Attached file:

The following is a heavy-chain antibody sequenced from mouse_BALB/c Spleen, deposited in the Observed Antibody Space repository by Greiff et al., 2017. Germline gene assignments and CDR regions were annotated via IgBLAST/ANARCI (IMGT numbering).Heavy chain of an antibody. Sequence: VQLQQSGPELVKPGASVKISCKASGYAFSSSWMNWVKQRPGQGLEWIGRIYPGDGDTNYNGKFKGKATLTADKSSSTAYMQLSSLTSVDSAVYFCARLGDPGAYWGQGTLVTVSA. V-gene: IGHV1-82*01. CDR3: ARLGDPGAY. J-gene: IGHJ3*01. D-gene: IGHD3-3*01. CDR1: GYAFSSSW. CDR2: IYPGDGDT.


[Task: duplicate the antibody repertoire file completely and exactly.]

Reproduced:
The following is a heavy-chain antibody sequenced from mouse_BALB/c Spleen, deposited in the Observed Antibody Space repository by Greiff et al., 2017. Germline gene assignments and CDR regions were annotated via IgBLAST/ANARCI (IMGT numbering).Heavy chain of an antibody. Sequence: VQLQQSGPELVKPGASVKISCKASGYAFSSSWMNWVKQRPGQGLEWIGRIYPGDGDTNYNGKFKGKATLTADKSSSTAYMQLSSLTSVDSAVYFCARLGDPGAYWGQGTLVTVSA. V-gene: IGHV1-82*01. CDR3: ARLGDPGAY. J-gene: IGHJ3*01. D-gene: IGHD3-3*01. CDR1: GYAFSSSW. CDR2: IYPGDGDT.